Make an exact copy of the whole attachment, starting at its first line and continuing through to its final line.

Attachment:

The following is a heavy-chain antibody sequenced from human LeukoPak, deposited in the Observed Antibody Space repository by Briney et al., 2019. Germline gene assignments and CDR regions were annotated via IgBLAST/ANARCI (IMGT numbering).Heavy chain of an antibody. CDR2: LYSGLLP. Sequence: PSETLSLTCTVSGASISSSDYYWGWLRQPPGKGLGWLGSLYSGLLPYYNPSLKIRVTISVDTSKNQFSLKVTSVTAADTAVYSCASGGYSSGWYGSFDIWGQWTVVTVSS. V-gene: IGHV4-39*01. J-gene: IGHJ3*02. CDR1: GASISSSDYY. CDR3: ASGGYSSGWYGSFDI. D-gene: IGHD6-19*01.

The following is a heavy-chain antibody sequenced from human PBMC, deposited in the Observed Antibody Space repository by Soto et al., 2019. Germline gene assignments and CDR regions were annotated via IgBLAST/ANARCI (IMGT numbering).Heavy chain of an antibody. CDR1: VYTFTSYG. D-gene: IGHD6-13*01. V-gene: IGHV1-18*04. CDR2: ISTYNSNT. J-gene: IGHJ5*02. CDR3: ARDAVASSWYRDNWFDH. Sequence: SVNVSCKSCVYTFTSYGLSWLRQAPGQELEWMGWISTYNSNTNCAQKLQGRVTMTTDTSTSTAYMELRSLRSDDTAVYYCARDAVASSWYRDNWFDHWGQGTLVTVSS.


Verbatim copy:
The following is a heavy-chain antibody sequenced from human LeukoPak, deposited in the Observed Antibody Space repository by Briney et al., 2019. Germline gene assignments and CDR regions were annotated via IgBLAST/ANARCI (IMGT numbering).Heavy chain of an antibody. CDR2: LYSGLLP. Sequence: PSETLSLTCTVSGASISSSDYYWGWLRQPPGKGLGWLGSLYSGLLPYYNPSLKIRVTISVDTSKNQFSLKVTSVTAADTAVYSCASGGYSSGWYGSFDIWGQWTVVTVSS. V-gene: IGHV4-39*01. J-gene: IGHJ3*02. CDR1: GASISSSDYY. CDR3: ASGGYSSGWYGSFDI. D-gene: IGHD6-19*01.

The following is a heavy-chain antibody sequenced from human PBMC, deposited in the Observed Antibody Space repository by Soto et al., 2019. Germline gene assignments and CDR regions were annotated via IgBLAST/ANARCI (IMGT numbering).Heavy chain of an antibody. CDR1: VYTFTSYG. D-gene: IGHD6-13*01. V-gene: IGHV1-18*04. CDR2: ISTYNSNT. J-gene: IGHJ5*02. CDR3: ARDAVASSWYRDNWFDH. Sequence: SVNVSCKSCVYTFTSYGLSWLRQAPGQELEWMGWISTYNSNTNCAQKLQGRVTMTTDTSTSTAYMELRSLRSDDTAVYYCARDAVASSWYRDNWFDHWGQGTLVTVSS.